Eh, I kind of get it. Right now, the price difference between a 16-bit microcontroller and full Unix SOC is about five bucks and full Debian means you get all of the tools.

The savings in dev costs and related aggravations probably make up for the loss of a couple of bucks profit on an $600 unit.

@pho4cexa Did they have a story about how they were going to be compliant with the licenses of the GPL software under the hood of the device?

@cstanhope here's their "ugh FINE we'll do the bare minimum necessary to comply with the letter of the GPL2, have fun digging through gigabyte-large tarballs" page

@pho4cexa Also, thanks for looking that up. I don't know why I didn't go find the site myself...

@cstanhope ah, no worries, i looked it up earlier to see if they had changed their tune since the time this exchange occurred. (pycon was several months ago.) so i had the url handy.

@pho4cexa @cstanhope this is not even a new thing; its been hanging around for at least 2 years (trying to hustle for funding I think) and is itself based on a lot of similar 1980s/90s devices; but all of these were less locked down and could be used as actual computers as well. IMO *not* selling it as fully open device could be why they are finding funding difficult; it would otherwise also be perfect for sysadmins who want to connect to the console of other equipment..

@cstanhope ikr? we kind of have to praise them for doing this little, because it's better than the "you hippies won't get around to actually suing us before we EOL this device" stance of so many others

@pho4cexa @cstanhope This reminds me of my ISP's page. They're nice enough to give code, a cross-compiler and even proprietary binaries...but no install instructions.

@pho4cexa @cstanhope looks to me like they’re complying with the license. Do you really expect more? It’s a business not a charity.

@pho4cexa that's mad, surely its an enthusiast device and people would appreciate the ability to play?

@karlen you'd think so, but their attitude seems to be that they are and must remain the exclusive purveyors of a carefully-curated experience for their target market, who are non-technical writers, authors, and journalists, definitely not tinkers and computer nerds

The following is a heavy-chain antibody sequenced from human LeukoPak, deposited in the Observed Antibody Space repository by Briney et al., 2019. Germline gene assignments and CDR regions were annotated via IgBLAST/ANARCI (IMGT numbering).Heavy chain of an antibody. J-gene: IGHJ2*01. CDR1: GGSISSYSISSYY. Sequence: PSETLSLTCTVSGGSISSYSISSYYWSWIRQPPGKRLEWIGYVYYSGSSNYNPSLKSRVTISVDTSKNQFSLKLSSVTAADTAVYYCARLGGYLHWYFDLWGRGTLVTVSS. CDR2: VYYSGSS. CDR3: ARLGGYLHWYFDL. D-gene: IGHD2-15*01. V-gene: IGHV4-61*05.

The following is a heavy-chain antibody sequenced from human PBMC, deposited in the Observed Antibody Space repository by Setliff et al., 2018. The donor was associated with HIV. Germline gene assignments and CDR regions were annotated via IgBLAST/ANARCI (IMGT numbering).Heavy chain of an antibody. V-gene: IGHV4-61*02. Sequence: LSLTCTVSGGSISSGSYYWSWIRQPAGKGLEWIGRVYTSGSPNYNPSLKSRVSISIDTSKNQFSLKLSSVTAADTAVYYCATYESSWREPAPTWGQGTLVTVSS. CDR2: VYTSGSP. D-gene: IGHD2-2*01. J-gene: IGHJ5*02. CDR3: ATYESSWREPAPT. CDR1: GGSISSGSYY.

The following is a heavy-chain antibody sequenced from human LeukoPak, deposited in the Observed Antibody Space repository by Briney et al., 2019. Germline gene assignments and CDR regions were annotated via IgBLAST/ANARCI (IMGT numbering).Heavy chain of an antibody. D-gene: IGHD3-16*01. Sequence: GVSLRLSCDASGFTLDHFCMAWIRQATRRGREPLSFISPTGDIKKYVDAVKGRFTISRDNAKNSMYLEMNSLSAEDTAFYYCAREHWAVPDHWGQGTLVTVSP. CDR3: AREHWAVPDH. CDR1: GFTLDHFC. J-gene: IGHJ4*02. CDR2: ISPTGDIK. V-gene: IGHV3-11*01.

@pho4cexa @karlen well yeah, otherwise they might sell even more of them. Which would allow them to lower the price, increase their development budget, or both which would of course be terrible.

@pho4cexa @karlen I bet that “carefully-curated experience” ends up being some unreliable auto login script that dumps you into nano or something.

@pho4cexa "We're not gonna give people root!" He says, completely unaware of what's to come.

@masklayer in name only, for it is neither

it's like they're intentionally trolling the community that built most of the software they built their business upon

@pho4cexa argh, I was so on board with the e-ink + mechanical keyboard combo. didn't realize how much I wanted it until this moment.

LB: this is the perfect explanation of what corporations think technology is for

"purified water, like people can get at home, but in a BOTTLE that WE CONTROL"

so it goes

@pho4cexa Apart from the other concerns, the small text, horizontal screen, and no wrist support make this look like an ergonomic nightmare.


"Not going to give people root!"??

More like

"Oh so you mean I get to exercise my info-sec skills to break into it, and get root anyways?"

Sheesh. I got a working typewriter at a thrift store for $45.

@pho4cexa ausgufhh i luv the design on that thing but $550 is at least $450 too much for an eink page, a nice keyboard, and a computer that only needs to be powerful enough to run a bare bones word processor.

would be wanting to scoop one up for cheap on ebay once it flops tho


I wonder if that violates the GPL? Doesn't v3 have some clause forbidding use on hardware locked to a specific build?

@suetanvil yes, one of the big features of GPLv3 is the "anti-tivoization" clause. Unfortunately Linus hates v3 and thinks tivoization is fine. (The kernel is GPLv2.)

So since they post the source code for the GPL2 stuff they used, they comply with the letter of the license, even while they still prevent users from doing anything useful with it.


Yeah, the kernel is certainly okay, but Debian is pretty big. I'd think that there's a good chance they're including *something* with a GPL3 license.



Yeah that's weird. I don't even program (just now learning Ruby) but when I decided I wanted to try to make a similarly distraction free writing environment for myself, I put Tahrpup on a stick and deleted the programs I didn't want. Even that was an overly bulky solution for just a glorified word processor. Why use Debian?

@pho4cexa That is one of the stupidest things I've ever seen. It looks like it's from the 1980s.

It should be a clamshell and everything on the top should be replaced with a modern full color display.

It looks like some neckbeard's wet dream of stupid fetishes for old style hardware, without any concern for practical application.

@simba @pho4cexa you're obviously not a writer.

slapping a full color display on it would add zero value when it comes to writing, and would just make it more distracting and expensive (except this particular product is already needlessly expensive). maybe for other use cases it'd be nice. making it open and close would also make it more complicated than it has to be. sometimes less is more, which apparently equates to "old style hardware" in your opinion.

@cardboard @pho4cexa No I'm not but I bet I write better than you.

It looks like garbage. Good luck with your funding.

@pho4cexa let's destroy the one redeeming factor for our device!